On 14 January, the Home Office published the UK Government response to the consultation. It lays out the measures that the Government proposes to take forward, including removal the statutory presumption to release without bail and working with policing stakeholders to ensure there is appropriate guidance to operate the pre-charge bail system; as well as adjusting the timescales and authorisation levels for pre-charge bail to better reflect the operational realities faced by investigating officers, whilst maintaining rigorous oversight of decisions to extend bail timelines.
BAIL REFORMS EXPECTED TO REDUCE NUMBER OF SUSPECTS ‘RELEASED UNDER INVESTIGATION’
The Law Society Gazette reported on 14 January that the Policing and Crime Act 2017 introduced a presumption against using pre-charge bail and a 28-day time limit. However, this led to more people being released under investigation, which has no time limit or conditions. The consultation proposed a new framework for supervising “released under investigation” (RUI) cases. However, the Home Office said it expects RUI numbers to drop significantly under the new reforms.
EU: CONFISCATION OF PROPERTY OF THIRD PARTY IN CONNECTION WITH SMUGGLING OFFENCE
On 14 January, a news release from the Court of Justice of the European Union advised that the CJEU had ruled on a Bulgarian case, saying that a national rule permitting the confiscation of an instrumentality that was used to commit an aggravated smuggling offence but belongs to a third party acting in good faith is contrary to EU law. A national law which permits the confiscation, in the context of criminal proceedings, of property belonging to a person other than the person who committed the criminal offence, without the former being afforded an effective remedy, is contrary to EU law.
ILLICIT TOBACCO TRADE: NEARLY 370 MILLION CIGARETTES SEIZED IN EU IN 2020
EU Reporter on 14 January reported that International operations involving OLAF led to the seizure of nearly 370 million illegal cigarettes in 2020. The majority of the cigarettes were smuggled from countries outside the EU but destined for sale on EU markets. Had they reached the market, OLAF estimates that they would have caused losses of around €74 million in customs and excise duties and VAT.
NISSAN WHISTLEBLOWER GIVES EVIDENCE AT GHOSN TRIAL IN JAPAN
On 14 January, the Digital Journal reported that a whistleblower at Nissan told a Tokyo court he had been instructed to find ways of boosting the retirement benefits of the fugitive former chairman Carlos Ghosn. He was testifying for the first time at the trial of Greg Kelly, who was a top aide of Ghosn when they were both arrested in 2018.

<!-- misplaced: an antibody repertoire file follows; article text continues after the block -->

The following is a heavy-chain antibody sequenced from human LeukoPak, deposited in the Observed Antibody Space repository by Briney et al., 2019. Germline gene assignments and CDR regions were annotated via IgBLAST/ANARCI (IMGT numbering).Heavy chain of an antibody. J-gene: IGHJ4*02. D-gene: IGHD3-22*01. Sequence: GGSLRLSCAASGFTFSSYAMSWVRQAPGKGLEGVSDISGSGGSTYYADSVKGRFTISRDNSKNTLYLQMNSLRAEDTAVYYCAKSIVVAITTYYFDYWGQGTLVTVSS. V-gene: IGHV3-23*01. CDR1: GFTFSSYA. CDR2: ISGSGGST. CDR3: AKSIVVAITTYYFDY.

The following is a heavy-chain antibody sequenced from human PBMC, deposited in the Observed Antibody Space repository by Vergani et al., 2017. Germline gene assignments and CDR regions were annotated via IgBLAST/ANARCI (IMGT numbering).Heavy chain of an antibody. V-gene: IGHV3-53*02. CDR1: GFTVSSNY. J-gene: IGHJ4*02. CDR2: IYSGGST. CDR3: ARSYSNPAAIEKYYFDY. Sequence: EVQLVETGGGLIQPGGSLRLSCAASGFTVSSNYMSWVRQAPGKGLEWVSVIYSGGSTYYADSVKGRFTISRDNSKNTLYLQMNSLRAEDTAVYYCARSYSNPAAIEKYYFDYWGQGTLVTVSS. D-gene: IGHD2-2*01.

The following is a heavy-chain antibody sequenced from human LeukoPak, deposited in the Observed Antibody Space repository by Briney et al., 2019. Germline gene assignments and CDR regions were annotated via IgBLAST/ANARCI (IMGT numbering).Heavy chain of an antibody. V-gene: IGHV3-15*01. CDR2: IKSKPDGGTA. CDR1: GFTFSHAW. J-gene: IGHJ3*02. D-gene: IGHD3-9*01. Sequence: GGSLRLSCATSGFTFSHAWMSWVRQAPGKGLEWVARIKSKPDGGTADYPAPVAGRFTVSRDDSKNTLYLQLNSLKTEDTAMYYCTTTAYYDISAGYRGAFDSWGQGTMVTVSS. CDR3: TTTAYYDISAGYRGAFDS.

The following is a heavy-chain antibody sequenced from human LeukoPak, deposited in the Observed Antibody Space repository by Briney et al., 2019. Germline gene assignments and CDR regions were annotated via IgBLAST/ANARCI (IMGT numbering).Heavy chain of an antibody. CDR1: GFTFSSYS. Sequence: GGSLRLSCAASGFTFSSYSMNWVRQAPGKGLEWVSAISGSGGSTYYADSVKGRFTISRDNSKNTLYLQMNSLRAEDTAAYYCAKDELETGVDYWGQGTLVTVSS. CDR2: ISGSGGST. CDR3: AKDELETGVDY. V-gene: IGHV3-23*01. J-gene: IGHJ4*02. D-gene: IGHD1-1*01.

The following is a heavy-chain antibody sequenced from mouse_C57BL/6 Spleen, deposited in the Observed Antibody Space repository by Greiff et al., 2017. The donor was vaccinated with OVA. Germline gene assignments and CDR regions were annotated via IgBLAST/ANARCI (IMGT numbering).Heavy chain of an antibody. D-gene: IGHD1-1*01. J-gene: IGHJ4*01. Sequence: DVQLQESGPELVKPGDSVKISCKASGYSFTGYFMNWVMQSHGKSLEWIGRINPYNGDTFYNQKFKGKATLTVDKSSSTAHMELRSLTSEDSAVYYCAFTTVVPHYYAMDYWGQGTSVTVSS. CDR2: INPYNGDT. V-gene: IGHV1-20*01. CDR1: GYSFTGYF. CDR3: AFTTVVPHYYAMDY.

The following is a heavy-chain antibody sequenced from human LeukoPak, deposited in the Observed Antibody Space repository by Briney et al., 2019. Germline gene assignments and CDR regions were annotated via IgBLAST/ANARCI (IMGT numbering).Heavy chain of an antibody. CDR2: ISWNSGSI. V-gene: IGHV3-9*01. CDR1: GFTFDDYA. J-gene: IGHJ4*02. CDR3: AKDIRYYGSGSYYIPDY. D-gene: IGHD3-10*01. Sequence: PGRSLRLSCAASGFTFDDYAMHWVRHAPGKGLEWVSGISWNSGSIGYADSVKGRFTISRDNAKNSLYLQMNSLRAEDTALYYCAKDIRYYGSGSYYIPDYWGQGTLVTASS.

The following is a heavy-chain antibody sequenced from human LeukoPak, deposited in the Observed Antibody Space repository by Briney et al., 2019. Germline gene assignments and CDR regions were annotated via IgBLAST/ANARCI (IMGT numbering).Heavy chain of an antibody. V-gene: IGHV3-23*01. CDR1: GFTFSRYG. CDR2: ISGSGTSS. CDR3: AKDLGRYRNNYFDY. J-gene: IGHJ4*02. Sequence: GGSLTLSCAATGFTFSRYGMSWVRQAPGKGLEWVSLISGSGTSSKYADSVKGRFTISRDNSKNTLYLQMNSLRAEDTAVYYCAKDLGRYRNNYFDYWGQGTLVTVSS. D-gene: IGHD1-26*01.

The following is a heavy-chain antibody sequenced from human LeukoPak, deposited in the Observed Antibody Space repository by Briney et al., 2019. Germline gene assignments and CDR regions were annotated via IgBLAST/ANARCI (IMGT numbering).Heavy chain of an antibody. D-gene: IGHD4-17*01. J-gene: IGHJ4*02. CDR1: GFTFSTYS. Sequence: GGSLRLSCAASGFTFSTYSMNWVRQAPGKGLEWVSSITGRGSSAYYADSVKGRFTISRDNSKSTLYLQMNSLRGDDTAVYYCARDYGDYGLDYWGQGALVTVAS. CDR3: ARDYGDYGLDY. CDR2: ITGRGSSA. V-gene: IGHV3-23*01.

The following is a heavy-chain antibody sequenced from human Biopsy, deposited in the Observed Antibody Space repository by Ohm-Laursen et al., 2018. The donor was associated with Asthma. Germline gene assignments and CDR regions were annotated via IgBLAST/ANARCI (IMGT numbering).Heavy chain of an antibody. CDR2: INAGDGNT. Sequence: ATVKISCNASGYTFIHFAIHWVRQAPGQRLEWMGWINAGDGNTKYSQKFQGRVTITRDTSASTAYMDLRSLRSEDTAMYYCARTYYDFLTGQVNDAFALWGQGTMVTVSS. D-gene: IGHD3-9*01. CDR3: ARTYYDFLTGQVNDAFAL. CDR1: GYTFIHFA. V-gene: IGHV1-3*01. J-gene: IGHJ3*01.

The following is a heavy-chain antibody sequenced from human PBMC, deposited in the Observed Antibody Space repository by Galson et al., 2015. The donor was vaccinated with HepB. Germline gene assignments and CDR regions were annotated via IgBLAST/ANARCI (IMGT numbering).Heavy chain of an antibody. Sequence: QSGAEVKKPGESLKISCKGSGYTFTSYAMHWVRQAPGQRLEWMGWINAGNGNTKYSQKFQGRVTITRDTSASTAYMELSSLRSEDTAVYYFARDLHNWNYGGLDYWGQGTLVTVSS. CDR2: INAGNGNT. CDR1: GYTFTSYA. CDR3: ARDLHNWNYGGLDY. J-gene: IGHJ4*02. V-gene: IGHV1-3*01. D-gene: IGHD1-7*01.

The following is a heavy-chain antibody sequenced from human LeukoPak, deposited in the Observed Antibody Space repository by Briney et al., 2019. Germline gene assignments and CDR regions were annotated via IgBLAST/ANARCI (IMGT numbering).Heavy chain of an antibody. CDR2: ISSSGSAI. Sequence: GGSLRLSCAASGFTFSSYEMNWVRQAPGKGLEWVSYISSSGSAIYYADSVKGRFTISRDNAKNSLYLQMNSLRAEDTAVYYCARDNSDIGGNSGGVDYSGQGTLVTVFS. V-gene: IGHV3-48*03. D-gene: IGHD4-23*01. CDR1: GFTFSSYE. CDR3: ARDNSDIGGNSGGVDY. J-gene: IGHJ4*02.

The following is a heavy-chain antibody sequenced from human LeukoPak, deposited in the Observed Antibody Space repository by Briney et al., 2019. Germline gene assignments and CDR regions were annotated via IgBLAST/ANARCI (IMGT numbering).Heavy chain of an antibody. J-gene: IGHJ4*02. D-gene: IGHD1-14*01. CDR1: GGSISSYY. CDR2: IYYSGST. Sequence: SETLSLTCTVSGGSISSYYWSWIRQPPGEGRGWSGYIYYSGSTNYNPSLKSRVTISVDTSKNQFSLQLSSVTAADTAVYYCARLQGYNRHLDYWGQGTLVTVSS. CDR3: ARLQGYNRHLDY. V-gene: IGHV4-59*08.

UK: FCA CRYPTO DERIVATIVES BAN MAY PUSH RETAIL INVESTORS TO RISKIER GROUNDS
On 14 January, Coin Telegraph reported that the FCA banning retail investors from engaging with crypto derivatives takes away risk hedging opportunities.
UK: CONSULTATION – INSOLVENCY CHANGES FOR PAYMENT AND ELECTRONIC MONEY INSTITUTIONS (EMI)
On 14 January, HM Treasury issued a reminder about a consultation which closes on 21 January seeking feedback on proposed insolvency changes for payment institutions and EMI, including a new special administration regime.
UK: PUBLIC URGED TO BE VIGILANT AS FRAUDSTERS TARGET ELDERLY AND VULNERABLE WITH FAKE COVID VACCINE
A news release from the NCA on 14 January advised that fraudsters are targeting elderly and vulnerable people with a vaccine scam and asking for bank details or cash payments for access to vaccines that are fake or non-existent.
CRYPTOCURRENCY HACKERS STOLE $3.8 BILLION IN 2020
On 14 January, OCRP reported that cybercriminals stole almost $4 billion in 122 attacks against cryptocurrency platforms and holdings last year, according to a recent report. It is claimed that hackers netting a total of $3.03 billion at an average of $112.12 million per breach. It is also said that the global coronavirus pandemic has seen an explosion in illegal activity online, with the UN warning of an increase in internet-enabled criminality of more than 600% by the middle of last year, at an average rate of 1 attack taking place every 40 seconds.
FREDY NÁJERA, FIXER OF NARCO-POLITICS IN HONDURAS
On 14 January, Insight Crime published an article about former Honduran congressman Fredy Renán Nájera Montoya who, in 2018, still a representative in good standing, was extradited to the US to face drug trafficking and weapons charges. US prosecutors said he secured cocaine shipments in his home base of Olancho, connected Honduras’ main criminal groups and opened the Atlantic trafficking route, one of Central America’s most important. Nájera served in Honduras’ National Congress for the Liberal Party from 2006 until his extradition in March 2018.
EUROPEAN HUMAN RIGHTS COURT ACCEPTS UKRAINE COMPLAINT AGAINST RUSSIA IN CRIMEA
On 14 January, Rferl reported that the ECHR has ruled that a complaint brought by Ukraine against Russia alleging human rights violations in the Crimean Peninsula in 2014 is “partly admissible”.
FinCEN EXTENDS COMMENT PERIOD FOR AML RULE FOR CERTAIN CONVERTIBLE VIRTUAL CURRENCY AND DIGITAL ASSET TRANSACTIONS
On 14 January, a news release from FinCEN advised that it was reopening the comment period for its recent proposed rulemaking regarding certain transactions involving convertible virtual currency (CVC) or digital assets with legal tender status (LTDA). Banks and money services businesses (MSB) would be required to submit reports, keep records, and verify the identity of customers in relation to transactions above certain thresholds involving CVC/LTDA wallets not hosted by a financial institution (also known as “unhosted wallets”) or CVC/LTDA wallets hosted by a financial institution in certain jurisdictions identified by FinCEN.